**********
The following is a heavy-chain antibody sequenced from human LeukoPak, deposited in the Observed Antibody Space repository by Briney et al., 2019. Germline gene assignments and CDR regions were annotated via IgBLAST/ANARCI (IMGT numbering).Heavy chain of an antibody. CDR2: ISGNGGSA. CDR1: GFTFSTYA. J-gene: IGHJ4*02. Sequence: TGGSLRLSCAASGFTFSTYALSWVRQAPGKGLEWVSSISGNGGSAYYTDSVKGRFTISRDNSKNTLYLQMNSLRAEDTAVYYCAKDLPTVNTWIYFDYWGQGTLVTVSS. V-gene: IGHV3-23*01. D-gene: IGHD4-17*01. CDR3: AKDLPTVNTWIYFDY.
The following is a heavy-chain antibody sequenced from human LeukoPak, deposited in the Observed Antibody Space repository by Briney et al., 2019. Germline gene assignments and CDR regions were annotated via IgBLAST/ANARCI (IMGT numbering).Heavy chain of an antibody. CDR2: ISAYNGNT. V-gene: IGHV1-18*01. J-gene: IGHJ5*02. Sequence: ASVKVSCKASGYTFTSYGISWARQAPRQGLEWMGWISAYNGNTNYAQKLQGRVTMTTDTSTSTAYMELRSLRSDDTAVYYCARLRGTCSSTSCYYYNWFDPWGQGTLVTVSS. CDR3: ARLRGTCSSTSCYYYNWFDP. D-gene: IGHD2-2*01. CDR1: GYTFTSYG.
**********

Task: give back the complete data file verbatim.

The following is a heavy-chain antibody sequenced from human LeukoPak, deposited in the Observed Antibody Space repository by Briney et al., 2019. Germline gene assignments and CDR regions were annotated via IgBLAST/ANARCI (IMGT numbering).Heavy chain of an antibody. CDR2: ISGNGGSA. CDR1: GFTFSTYA. J-gene: IGHJ4*02. Sequence: TGGSLRLSCAASGFTFSTYALSWVRQAPGKGLEWVSSISGNGGSAYYTDSVKGRFTISRDNSKNTLYLQMNSLRAEDTAVYYCAKDLPTVNTWIYFDYWGQGTLVTVSS. V-gene: IGHV3-23*01. D-gene: IGHD4-17*01. CDR3: AKDLPTVNTWIYFDY.
The following is a heavy-chain antibody sequenced from human LeukoPak, deposited in the Observed Antibody Space repository by Briney et al., 2019. Germline gene assignments and CDR regions were annotated via IgBLAST/ANARCI (IMGT numbering).Heavy chain of an antibody. CDR2: ISAYNGNT. V-gene: IGHV1-18*01. J-gene: IGHJ5*02. Sequence: ASVKVSCKASGYTFTSYGISWARQAPRQGLEWMGWISAYNGNTNYAQKLQGRVTMTTDTSTSTAYMELRSLRSDDTAVYYCARLRGTCSSTSCYYYNWFDPWGQGTLVTVSS. CDR3: ARLRGTCSSTSCYYYNWFDP. D-gene: IGHD2-2*01. CDR1: GYTFTSYG.